How to Overcome Volunteer Decline

Updated: Oct. 12, 2018  |  Categories: Volunteers  

Volunteerism is in a decline, which for chapters can be debilitating. Chapter volunteers are the members that step up and make your chapter viable. Whether filling an officer position or a one-day obligation, without volunteers, chapter success is impossible. If your chapter is struggling to recruit volunteers, here are a few ways you can improve your outreach:

  1. Recognize that a volunteer opportunity is work experience. This is especially for long-term opportunities. Point out to potential volunteers that filling the role would be a great addition to a résumé and can be listed as work experience, especially if long-term, such as an officer position. Shorter or one-day opportunities may not be viable as work experience, but the association can be listed.
  2. Write a clear description of volunteer needs. Members need to know what to expect when they sign up. For a long-term role, detail the commitment length, the duties, and skills needed to fill the role. Same goes for short-term opportunities. You are essentially writing a job description, only it is for an unpaid role. It needs to be written clear and concise, while taking the volunteer needs into consideration along with your chapter’s needs.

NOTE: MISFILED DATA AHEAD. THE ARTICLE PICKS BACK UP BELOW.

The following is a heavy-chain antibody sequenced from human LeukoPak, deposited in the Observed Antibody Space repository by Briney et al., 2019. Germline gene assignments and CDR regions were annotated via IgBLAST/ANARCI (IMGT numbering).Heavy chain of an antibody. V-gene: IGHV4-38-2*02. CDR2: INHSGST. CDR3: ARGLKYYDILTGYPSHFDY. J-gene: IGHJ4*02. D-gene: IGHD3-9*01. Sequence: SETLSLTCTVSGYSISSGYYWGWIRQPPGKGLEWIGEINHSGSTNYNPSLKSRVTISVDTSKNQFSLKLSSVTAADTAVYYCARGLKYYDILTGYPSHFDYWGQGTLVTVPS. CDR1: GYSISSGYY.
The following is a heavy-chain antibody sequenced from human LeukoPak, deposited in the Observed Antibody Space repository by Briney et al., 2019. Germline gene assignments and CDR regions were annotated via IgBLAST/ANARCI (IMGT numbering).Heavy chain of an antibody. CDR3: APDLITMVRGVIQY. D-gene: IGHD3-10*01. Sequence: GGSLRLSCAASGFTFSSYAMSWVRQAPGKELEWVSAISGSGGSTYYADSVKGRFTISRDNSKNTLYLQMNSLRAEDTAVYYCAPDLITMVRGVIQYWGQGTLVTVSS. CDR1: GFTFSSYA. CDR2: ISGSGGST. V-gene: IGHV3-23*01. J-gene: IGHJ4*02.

3. Advertise the volunteer needs widely. It is important to share the information with your members and beyond. One-day opportunities are especially great for bringing non-members into a chapter event and providing information about your chapter.
  4. Train volunteers.It is essential that your volunteers know what they are doing at an event. If a long-term role, such as an officer, be certain to follow standard training for the transition of your board. If a short-term or one-day event, provide on-site training before the event starts. At the very least, send out guidelines and detailed duties ahead of time. You can also have a webinar training session or training conference call ahead of time.
  5. Publish appreciation for volunteer assistance. No matter where you do this, share a heartfelt thank you to your volunteers. A great place is a list on the website or in the monthly newsletter. You can also send out a special email, especially if a large event. Share on social media. Advertising the thank you is just as important as advertising the call for volunteers. Not only does it show you truly appreciate the help received but it also lets people know that more opportunities are coming in the future.
  6. Evaluate the effectiveness of volunteers. It is important to examine how useful your volunteers were. Did you have too many? Not enough? Did they perform in the way you wanted them to? Conduct a survey with your volunteers and have a talk with those volunteers that could step up their participation. Volunteers are your chapter, so they should reflect your chapter’s mission and its values.

No matter what the event, volunteers can make or break the outcome. It isn’t just about getting the volunteers involved, but also making sure they do an excellent job and feel appreciated after. This will ensure a win-win situation for your chapter and its members.

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